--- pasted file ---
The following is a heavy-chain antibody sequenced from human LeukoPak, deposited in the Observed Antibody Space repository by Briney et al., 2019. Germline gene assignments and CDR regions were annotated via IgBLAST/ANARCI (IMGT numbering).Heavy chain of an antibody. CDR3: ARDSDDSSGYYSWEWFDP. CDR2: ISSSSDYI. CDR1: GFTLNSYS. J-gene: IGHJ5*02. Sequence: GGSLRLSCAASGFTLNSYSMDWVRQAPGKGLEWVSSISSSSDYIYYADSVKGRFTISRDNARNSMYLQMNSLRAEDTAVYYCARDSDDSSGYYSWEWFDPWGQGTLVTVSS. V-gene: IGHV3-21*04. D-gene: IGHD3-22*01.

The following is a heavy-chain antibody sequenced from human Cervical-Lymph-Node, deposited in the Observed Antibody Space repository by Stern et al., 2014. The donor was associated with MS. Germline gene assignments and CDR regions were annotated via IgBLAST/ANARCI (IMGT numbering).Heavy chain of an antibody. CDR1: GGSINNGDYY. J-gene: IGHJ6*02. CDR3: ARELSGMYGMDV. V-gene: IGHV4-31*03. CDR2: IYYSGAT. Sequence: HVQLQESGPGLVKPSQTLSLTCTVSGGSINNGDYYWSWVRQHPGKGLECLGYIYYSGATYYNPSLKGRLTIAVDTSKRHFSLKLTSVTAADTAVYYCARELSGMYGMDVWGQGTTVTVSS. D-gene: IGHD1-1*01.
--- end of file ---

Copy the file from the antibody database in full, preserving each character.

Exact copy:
The following is a heavy-chain antibody sequenced from human LeukoPak, deposited in the Observed Antibody Space repository by Briney et al., 2019. Germline gene assignments and CDR regions were annotated via IgBLAST/ANARCI (IMGT numbering).Heavy chain of an antibody. CDR3: ARDSDDSSGYYSWEWFDP. CDR2: ISSSSDYI. CDR1: GFTLNSYS. J-gene: IGHJ5*02. Sequence: GGSLRLSCAASGFTLNSYSMDWVRQAPGKGLEWVSSISSSSDYIYYADSVKGRFTISRDNARNSMYLQMNSLRAEDTAVYYCARDSDDSSGYYSWEWFDPWGQGTLVTVSS. V-gene: IGHV3-21*04. D-gene: IGHD3-22*01.

The following is a heavy-chain antibody sequenced from human Cervical-Lymph-Node, deposited in the Observed Antibody Space repository by Stern et al., 2014. The donor was associated with MS. Germline gene assignments and CDR regions were annotated via IgBLAST/ANARCI (IMGT numbering).Heavy chain of an antibody. CDR1: GGSINNGDYY. J-gene: IGHJ6*02. CDR3: ARELSGMYGMDV. V-gene: IGHV4-31*03. CDR2: IYYSGAT. Sequence: HVQLQESGPGLVKPSQTLSLTCTVSGGSINNGDYYWSWVRQHPGKGLECLGYIYYSGATYYNPSLKGRLTIAVDTSKRHFSLKLTSVTAADTAVYYCARELSGMYGMDVWGQGTTVTVSS. D-gene: IGHD1-1*01.